Polarization-resolved laser-induced breakdown spectroscopy.
ABSTRACT It is shown that plasma polarization measurements can be used to enhance the sensitivity of laser-induced breakdown spectroscopy (LIBS). The polarization of the plasma emission is used to suppress the continuum with only slight attenuation of the discrete atomic and ionic spectra. The method is demonstrated for LIBS detection of copper and carbon samples ablated by pairs of femtosecond laser pulses.
- SourceAvailable from: Daniel H Rich[Show abstract] [Hide abstract]
ABSTRACT: Polarization of the plasma luminescence produced by both nanosecond and femtosecond laser ablation of Si(111) was analyzed under different conditions of fluence and detection geometry. It is shown that the luminescence is partially polarized and is directed in the plane of the crystal. The time evolution of the plasma emission signal was also investigated with the use of a streak camera. The mechanism for polarization is proposed to be preferential reflection of s-polarized light (i.e., light polarized normal to the plane of laser incidence) by the melted surface, in agreement with the Fresnel equations. Earlier reports of much stronger polarization are shown to be erroneous.Spectrochimica Acta Part B Atomic Spectroscopy 01/2012; · 3.14 Impact Factor
- [Show abstract] [Hide abstract]
ABSTRACT: Dual-pulse (DP) laser-induced breakdown spectroscopy (LIBS) provides significant improvement in signal intensity as compared to conventional single-pulse LIBS. We investigated collinear DPLIBS experimental performance using various laser wavelength combinations employing 1064 nm, 532 nm, and 266 nm Nd:YAG lasers. In particular, the role of the pre-pulse laser wavelength, inter-pulse delay times, and energies of the reheating pulses on LIBS sensitivity improvements is studied. Wavelengths of 1064 nm, 532 nm, and 266 nm pulses were used for generating pre-pulse plasma while 1064 nm pulse was used for reheating the pre-formed plasma generated by the pre-pulse. Significant emission intensity enhancement is noticed for all reheated plasma regardless of the pre-pulse excitation beam wavelength compared to single pulse LIBS. A dual peak in signal enhancement was observed for different inter-pulse delays, especially for 1064:1064 nm combinations, which is explained based on temperature measurement and shockwave expansion phenomenon. Our results also show that 266 nm:1064 nm combination provided maximum absolute signal intensity as compared to 1064 nm:1064 nm or 532 nm:1064 nm.Spectrochimica Acta Part B Atomic Spectroscopy 05/2013; 87:43-50. · 3.14 Impact Factor
- [Show abstract] [Hide abstract]
ABSTRACT: It is shown that the continuum emission produced by an Al alloy ablated by femtosecond laser pulses is much more polarized than the characteristic lines of elements. A Glan—Thomson polarizer is used in the laser-induced breakdown spectroscopy experiment to investigate the polarization effect. The use of the polarizer at its minimal transmission increases the signal-to-noise ratio. The effects of angle of detection, focal position, and pulse energy on the signal-to-noise ratio are also studied.Chinese Physics B 01/2012; 21(7). · 1.15 Impact Factor
Youbo Zhao, Sima Singha, Yaoming Liu, and Robert J. Gordon*
Department of Chemistry, University of Illinois at Chicago, Chicago, Illinois 60607-7061, USA
* Corresponding author: email@example.com
Received October 21, 2008; accepted November 17, 2008;
posted January 9, 2009 (Doc. ID 102966); published February 12, 2009
It is shown that plasma polarization measurements can be used to enhance the sensitivity of laser-induced
breakdown spectroscopy (LIBS). The polarization of the plasma emission is used to suppress the continuum
with only slight attenuation of the discrete atomic and ionic spectra. The method is demonstrated for LIBS
detection of copper and carbon samples ablated by pairs of femtosecond laser pulses. © 2009 Optical Society
OCIS codes: 300.6365, 140.3440, 260.5430.
Laser-induced breakdown spectroscopy (LIBS) is a
versatile tool for elemental analysis with many prac-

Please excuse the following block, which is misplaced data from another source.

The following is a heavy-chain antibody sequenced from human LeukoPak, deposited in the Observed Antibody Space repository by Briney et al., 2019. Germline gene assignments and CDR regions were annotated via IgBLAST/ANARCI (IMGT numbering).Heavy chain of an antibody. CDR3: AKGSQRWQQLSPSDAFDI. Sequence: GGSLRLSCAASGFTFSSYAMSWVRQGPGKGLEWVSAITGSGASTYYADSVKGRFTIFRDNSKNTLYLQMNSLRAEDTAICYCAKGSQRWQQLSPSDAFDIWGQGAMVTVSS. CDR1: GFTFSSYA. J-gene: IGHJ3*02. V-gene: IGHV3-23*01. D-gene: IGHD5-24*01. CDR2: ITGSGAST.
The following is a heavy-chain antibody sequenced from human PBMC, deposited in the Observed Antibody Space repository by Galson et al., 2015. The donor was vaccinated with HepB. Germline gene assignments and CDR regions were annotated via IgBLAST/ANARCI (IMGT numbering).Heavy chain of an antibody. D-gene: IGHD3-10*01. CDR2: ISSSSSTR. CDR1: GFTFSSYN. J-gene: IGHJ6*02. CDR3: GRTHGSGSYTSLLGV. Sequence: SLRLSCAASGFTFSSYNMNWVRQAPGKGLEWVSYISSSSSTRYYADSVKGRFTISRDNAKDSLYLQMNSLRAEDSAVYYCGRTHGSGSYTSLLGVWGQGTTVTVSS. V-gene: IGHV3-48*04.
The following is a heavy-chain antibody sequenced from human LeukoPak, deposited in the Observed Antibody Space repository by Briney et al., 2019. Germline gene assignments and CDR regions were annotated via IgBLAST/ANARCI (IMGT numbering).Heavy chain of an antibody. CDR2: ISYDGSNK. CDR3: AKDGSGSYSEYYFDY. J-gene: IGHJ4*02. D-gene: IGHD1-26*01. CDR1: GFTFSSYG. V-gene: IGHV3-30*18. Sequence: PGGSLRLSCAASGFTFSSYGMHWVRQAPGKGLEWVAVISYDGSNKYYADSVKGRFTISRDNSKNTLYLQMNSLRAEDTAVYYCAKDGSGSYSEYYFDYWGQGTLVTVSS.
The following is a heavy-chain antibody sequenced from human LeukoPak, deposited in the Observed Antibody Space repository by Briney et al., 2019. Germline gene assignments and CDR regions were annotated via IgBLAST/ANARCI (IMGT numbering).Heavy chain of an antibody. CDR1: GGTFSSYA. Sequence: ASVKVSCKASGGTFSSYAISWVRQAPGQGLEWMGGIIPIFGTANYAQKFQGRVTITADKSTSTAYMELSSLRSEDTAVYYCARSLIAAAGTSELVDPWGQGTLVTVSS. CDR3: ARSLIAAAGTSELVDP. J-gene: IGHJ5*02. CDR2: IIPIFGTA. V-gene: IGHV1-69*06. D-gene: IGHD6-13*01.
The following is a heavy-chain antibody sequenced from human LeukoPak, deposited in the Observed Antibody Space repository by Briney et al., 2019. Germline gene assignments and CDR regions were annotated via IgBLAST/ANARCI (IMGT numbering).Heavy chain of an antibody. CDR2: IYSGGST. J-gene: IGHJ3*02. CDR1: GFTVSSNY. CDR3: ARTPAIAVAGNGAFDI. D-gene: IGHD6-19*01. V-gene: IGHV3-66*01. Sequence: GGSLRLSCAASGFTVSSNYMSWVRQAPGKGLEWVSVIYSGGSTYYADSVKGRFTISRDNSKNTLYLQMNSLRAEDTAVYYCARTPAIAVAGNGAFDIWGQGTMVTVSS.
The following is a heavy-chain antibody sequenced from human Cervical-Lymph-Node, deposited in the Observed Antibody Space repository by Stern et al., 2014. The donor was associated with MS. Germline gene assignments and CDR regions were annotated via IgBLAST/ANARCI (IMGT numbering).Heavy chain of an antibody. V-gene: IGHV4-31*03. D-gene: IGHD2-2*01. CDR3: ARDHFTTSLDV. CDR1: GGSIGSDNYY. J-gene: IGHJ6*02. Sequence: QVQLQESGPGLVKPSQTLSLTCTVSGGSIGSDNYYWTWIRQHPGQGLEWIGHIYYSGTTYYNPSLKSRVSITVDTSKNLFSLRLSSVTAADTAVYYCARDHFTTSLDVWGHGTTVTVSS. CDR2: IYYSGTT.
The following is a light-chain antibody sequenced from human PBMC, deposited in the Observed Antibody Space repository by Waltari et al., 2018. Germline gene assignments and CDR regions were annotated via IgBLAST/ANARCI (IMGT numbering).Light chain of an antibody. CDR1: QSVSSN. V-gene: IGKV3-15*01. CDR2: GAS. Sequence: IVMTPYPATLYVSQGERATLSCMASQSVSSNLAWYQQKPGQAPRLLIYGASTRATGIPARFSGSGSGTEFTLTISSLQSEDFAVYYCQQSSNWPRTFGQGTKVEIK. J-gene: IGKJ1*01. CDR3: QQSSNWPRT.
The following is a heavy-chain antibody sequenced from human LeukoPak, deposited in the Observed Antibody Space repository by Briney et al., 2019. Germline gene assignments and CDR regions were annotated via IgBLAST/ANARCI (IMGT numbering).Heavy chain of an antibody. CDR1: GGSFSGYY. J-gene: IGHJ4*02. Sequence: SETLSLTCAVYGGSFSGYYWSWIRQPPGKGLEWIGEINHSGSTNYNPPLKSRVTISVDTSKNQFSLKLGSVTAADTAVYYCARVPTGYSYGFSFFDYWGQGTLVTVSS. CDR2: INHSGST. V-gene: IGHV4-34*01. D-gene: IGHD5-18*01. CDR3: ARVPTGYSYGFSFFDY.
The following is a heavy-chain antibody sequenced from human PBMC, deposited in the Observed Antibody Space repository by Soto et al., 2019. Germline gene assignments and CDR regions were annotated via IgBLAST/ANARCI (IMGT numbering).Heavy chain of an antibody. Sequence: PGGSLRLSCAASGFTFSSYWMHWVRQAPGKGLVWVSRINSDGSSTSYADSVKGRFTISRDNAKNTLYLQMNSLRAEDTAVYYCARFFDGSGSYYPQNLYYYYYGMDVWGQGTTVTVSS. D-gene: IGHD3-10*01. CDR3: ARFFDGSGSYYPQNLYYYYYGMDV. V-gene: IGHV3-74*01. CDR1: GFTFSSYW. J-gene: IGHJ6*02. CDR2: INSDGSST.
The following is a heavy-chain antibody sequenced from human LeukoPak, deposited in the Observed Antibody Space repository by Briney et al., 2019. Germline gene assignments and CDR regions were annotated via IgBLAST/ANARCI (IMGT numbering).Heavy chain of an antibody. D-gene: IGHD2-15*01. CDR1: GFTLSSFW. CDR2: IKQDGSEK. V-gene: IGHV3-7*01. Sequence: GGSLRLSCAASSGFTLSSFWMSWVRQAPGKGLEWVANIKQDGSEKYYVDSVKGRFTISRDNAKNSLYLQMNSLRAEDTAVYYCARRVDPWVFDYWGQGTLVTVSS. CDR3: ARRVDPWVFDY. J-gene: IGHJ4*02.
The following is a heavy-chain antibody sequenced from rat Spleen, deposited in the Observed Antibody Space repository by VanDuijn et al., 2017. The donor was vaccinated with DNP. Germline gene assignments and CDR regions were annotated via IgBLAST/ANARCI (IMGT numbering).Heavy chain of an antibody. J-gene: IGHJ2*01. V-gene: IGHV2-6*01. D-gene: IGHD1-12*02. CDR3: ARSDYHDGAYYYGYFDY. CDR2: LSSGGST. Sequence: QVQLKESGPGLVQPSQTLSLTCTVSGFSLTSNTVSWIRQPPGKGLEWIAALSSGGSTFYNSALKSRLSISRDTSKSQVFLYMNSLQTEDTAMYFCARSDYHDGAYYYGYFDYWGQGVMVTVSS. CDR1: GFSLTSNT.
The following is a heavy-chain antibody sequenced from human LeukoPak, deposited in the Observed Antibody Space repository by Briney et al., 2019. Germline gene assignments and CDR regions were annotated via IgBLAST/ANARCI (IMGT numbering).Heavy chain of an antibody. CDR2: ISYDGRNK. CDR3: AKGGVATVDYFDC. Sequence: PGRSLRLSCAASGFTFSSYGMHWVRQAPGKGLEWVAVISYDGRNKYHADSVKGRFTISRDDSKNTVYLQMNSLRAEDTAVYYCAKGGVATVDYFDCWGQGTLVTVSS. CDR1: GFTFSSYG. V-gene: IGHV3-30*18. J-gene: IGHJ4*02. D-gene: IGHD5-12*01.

tical applications [1,2]. In particular, LIBS may be
used for real-time detection of multiple elements by
tracing their respective atomic (or ionic) and/or mo-
lecular spectral fingerprints emitted by the laser-
generated plasma. With little or no requirements for
pretreatment of the analyte, LIBS may be utilized
universally to measure the composition of samples in
any physical state, including particles and aerosols.
Although LIBS does not have the sensitivity of some
other established methods of chemical analysis, it is
a superior technique for stand-off detection in harsh
environments , such as blast furnaces , nuclear
reactors , biohazardous areas , and the Martian
It is well known that the plasma spectrum pro-
duced by laser ablation of materials consists of a se-
ries of discrete lines and a broadband continuum
[8,9]. Reducing the continuum background is one of
the key challenges for improving the analytical capa-
bility of LIBS. A number of techniques have been in-
troduced to increase the line-to-continuum ratio.
Among them, time-resolved nanosecond LIBS is most
frequently used to extract line emission signals from
the continuum background, taking advantage of their
different temporal-evolution characteristics [10,11].
This technique is very sensitive, however, to the se-
lection of the time gate, because each resonant line
has its own temporal profile that depends strongly on
the laser-excitation conditions and sample properties
[11,12]. Moreover, inevitable variation of experimen-
tal conditions during laser ablation of the samples
greatly deteriorates the reproducibility of the mea-
surement. Spatially resolved detection and buffer-
gas-assisted methods have also been proposed to im-
prove the signal/background capability of LIBS
[13,14]. Nevertheless, because of the strict experi-
mental requirements of these methods, temporally
and spatially integrated spectral measurement is
still the best choice in the practical application of
LIBS, provided that the continuum background can
integrated nanosecond and femtosecond (fs) LIBS
spectra with identical fluences revealed a much
larger ratio of the discrete to continuum emission in
the fs regime .
In this Letter, we describe a new technique for re-
ducing the continuum background. In a previous
study, we found that the plasma continuum emission
produced by ablation of solid materials with pairs of
fs laser pulses is strongly polarized, whereas the dis-
crete fluorescence lines are much less polarized .
Taking advantage of this phenomenon, we show here
that by placing a simple polarizer before the detector,
the ratio of the discrete line to the continuum spec-
trum may be significantly increased in the tempo-
rally and spatially integrated LIBS. We refer to this
technique as polarization-resolved LIBS (PRLIBS).
The apparatus used for PRLIBS is similar to that
used in our previous studies [16–18], with experi-
mental parameters chosen to maximize the polariza-
tion of the continuum . Pairs of fs laser pulses
with durations of ?65 fs and a central wavelength at
800 nm were generated by a Ti:sapphire laser and a
Michelson interferometer. The two pulses had equal
energies of 14 ?J, and the time delay between them
was fixed at 80 ps. The laser was focused onto the
sample surface by a convex lens ?f=100 mm?, and the